NSTCC Syllabus


Solo Form

The Solo Form is the core practice of our system. Through this, the student learns natural, relaxed movement, paying particular attention to relaxation and correct body alignment. It is through daily practice of the solo form that the health benefits, for which T'ai Chi Ch'uan has become known, are developed.

Whilst the solo form of Cheng Man-ch'ing might not look particularly martial, it is precisely the emphasis on relaxation which gives rise to the ability to exhibit fast, powerful movement - since there is no residual tension in the muscles to inhibit a rapid change to explosive action. At the same time, the slow, rhythmic movements gently exercise the body, opening the energy channels and promoting a strong and healthy energetic (Chi) system.

Pushing Hands
San Shou

Although T'ai Chi Ch'uan does not generally indulge in sparring, in addition to the solo form there are various two-person exercises for the development of martial skills. These, practised at a speed and intensity comfortable to both participants, provide a non-threatening and enjoyable introduction to martial art practice - even to the most timid of students.

Pushing-Hands is taught through a series of co-operative two-person exercises which teach an awareness of balance, sensitivity and the ability to neutralise force through relaxation.

San Shou comprises two separate solo forms - faster and more overtly martial than the core form. These are then combined to create an (eventually) fast-moving flow of attack and counter attack between the two partners.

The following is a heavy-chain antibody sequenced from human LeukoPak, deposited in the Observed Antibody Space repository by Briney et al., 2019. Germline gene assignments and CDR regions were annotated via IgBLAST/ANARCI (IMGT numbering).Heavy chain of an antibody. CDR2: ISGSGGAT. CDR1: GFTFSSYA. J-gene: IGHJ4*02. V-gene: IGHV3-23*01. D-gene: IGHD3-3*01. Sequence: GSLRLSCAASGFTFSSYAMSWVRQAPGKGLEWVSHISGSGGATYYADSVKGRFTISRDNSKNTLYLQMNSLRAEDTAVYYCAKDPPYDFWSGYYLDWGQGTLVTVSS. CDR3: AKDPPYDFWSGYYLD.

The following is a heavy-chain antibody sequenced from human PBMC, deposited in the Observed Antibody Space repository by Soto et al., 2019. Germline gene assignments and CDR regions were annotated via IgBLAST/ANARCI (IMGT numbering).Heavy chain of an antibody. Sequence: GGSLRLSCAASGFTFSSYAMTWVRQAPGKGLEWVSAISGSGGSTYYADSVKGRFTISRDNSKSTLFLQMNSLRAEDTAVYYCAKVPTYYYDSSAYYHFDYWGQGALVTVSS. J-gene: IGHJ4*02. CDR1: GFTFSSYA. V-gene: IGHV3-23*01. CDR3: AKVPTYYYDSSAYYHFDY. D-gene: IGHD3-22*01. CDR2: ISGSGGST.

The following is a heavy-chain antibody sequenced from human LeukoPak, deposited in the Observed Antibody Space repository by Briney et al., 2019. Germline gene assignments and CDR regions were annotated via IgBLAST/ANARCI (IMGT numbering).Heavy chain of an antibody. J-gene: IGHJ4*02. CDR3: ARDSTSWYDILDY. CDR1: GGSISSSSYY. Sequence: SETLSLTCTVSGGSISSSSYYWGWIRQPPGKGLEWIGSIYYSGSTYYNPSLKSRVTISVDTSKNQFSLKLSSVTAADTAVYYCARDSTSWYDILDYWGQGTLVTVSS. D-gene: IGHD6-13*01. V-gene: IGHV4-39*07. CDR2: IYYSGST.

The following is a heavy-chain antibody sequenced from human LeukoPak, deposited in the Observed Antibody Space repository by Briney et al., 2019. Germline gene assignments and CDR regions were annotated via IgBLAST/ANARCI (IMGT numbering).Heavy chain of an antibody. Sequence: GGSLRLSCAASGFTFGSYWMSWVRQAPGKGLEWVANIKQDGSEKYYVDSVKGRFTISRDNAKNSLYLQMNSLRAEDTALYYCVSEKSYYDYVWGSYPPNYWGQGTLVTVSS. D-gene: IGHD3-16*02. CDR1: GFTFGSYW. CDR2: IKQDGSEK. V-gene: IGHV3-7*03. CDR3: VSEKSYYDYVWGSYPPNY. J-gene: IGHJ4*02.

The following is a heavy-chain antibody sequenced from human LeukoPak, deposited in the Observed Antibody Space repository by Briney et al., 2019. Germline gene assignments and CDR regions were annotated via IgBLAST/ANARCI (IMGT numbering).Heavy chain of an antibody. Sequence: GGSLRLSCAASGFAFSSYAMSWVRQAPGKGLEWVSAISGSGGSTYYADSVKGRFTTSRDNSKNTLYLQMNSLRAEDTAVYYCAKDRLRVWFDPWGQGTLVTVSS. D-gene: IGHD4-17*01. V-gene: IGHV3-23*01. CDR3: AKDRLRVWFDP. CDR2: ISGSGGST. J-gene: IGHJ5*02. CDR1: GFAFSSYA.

Broad Sword

The first of the traditional weapons of T'ai Chi Ch'uan is referred to by the Chinese as the Knife (Dao), being a single-edged weapon, however it is similar in Western terms to our sabre and is often referred to as such.

The movements of the Broad-Sword are characterised by wide, sweeping movements and assist in developing the use of the waist - an important concept in T'ai Chi Ch'uan.

Straight Sword

The second of the traditional weapons is a weapon of finesse and fine movement. This is reputed to be the most difficult to learn and develops sensitivity and a fine awareness of connection with the centre.


The third and final of the traditional weapons from our T'ai Chi Ch'uan system is the Spear. Having developed, through assiduous practice of the solo form, correct body principles and the ability to relax, through Spear practice the student develops the ability to exhibit strong, powerful and explosive movement.

Other Weapons

Aside from the traditional weapons, some teachers have developed the use of other items of weaponry in their systems. NSTCC at present can offer instruction in the use of the short cane, or walking-stick, and the fan. Though not thought of as a weapon in the West the fan has often been employed as a weapon in many different oriental systems and its practice is particularly elegant when performed well.


Yangsheng Gong

Following the trip to China by Chris, Jules & Simon in 2004 - and further teaching received from the system founder when he visited Scotland the following September, some teaching in this health system has been introduced to the class.

Follow this link to find out more about the system.

Download the music for the "Shujin Zhuang-gu Gong" here

Download the music for the "Song of Daoyin Yangsheng Gong" here

(Files are in MP3 format)